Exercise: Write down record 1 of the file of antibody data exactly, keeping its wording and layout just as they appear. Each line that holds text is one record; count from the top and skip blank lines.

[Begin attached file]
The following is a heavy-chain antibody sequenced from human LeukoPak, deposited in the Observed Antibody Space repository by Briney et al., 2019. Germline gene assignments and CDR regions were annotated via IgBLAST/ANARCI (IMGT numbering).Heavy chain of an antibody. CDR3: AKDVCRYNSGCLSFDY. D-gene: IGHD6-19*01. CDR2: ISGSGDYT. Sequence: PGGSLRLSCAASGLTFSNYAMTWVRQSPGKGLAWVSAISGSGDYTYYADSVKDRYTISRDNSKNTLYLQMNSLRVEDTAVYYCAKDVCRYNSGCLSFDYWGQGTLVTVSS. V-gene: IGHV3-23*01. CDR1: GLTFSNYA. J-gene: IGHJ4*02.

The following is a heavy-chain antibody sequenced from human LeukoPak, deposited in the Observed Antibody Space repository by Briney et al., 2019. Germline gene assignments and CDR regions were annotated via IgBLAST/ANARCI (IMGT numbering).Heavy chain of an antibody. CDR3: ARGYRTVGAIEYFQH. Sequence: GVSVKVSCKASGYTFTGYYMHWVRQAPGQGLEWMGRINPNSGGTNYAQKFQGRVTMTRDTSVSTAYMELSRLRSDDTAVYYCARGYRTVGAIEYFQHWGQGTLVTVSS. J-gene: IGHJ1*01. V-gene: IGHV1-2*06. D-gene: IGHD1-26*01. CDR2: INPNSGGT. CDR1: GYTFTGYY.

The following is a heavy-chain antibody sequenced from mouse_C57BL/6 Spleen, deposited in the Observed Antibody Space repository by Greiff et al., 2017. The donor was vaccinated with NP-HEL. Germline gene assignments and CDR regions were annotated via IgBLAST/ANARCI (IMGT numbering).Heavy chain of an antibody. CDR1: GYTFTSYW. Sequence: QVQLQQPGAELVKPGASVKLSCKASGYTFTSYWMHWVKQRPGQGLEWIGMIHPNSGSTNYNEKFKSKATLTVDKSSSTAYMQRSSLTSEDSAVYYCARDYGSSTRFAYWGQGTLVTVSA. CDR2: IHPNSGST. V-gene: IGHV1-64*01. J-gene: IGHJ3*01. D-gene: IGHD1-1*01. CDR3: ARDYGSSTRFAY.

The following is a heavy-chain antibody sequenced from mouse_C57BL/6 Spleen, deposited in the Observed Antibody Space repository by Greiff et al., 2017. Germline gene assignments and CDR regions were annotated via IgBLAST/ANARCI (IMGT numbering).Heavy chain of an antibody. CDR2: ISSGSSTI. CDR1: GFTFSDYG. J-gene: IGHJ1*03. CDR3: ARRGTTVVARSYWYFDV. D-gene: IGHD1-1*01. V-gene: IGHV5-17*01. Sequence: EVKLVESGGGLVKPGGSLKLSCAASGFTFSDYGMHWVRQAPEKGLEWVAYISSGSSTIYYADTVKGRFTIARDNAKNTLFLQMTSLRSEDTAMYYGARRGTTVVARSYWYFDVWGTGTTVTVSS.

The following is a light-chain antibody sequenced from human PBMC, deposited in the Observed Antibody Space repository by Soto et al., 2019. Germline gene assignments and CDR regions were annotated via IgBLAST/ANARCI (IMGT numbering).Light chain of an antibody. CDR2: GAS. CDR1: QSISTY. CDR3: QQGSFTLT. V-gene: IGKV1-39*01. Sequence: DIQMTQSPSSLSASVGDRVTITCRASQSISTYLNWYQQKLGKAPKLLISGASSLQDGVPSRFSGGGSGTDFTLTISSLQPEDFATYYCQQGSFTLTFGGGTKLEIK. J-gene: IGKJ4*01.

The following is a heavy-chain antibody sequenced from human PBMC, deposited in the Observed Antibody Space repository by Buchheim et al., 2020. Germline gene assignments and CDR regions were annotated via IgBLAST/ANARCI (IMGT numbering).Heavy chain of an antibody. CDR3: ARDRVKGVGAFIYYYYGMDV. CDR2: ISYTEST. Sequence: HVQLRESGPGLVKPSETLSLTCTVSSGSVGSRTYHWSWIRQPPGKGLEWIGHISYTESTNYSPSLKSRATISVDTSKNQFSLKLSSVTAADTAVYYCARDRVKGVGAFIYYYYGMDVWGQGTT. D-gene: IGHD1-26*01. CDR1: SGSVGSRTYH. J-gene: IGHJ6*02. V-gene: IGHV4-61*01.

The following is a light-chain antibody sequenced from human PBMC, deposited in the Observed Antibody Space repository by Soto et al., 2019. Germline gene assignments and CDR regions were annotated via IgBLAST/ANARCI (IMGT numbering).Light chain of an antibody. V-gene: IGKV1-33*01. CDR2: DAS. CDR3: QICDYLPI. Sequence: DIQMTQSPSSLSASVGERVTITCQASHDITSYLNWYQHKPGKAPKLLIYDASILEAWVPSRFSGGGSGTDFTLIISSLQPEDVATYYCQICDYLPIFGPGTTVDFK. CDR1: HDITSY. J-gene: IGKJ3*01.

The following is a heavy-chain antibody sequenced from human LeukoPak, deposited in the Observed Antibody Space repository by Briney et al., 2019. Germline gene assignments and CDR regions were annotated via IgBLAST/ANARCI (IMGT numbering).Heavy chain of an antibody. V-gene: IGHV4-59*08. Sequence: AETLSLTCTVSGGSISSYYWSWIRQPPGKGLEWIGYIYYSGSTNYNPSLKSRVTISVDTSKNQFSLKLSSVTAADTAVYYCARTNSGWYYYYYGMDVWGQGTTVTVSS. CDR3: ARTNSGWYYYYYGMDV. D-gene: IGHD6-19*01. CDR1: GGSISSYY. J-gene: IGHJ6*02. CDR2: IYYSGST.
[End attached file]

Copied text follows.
The following is a heavy-chain antibody sequenced from human LeukoPak, deposited in the Observed Antibody Space repository by Briney et al., 2019. Germline gene assignments and CDR regions were annotated via IgBLAST/ANARCI (IMGT numbering).Heavy chain of an antibody. CDR3: AKDVCRYNSGCLSFDY. D-gene: IGHD6-19*01. CDR2: ISGSGDYT. Sequence: PGGSLRLSCAASGLTFSNYAMTWVRQSPGKGLAWVSAISGSGDYTYYADSVKDRYTISRDNSKNTLYLQMNSLRVEDTAVYYCAKDVCRYNSGCLSFDYWGQGTLVTVSS. V-gene: IGHV3-23*01. CDR1: GLTFSNYA. J-gene: IGHJ4*02.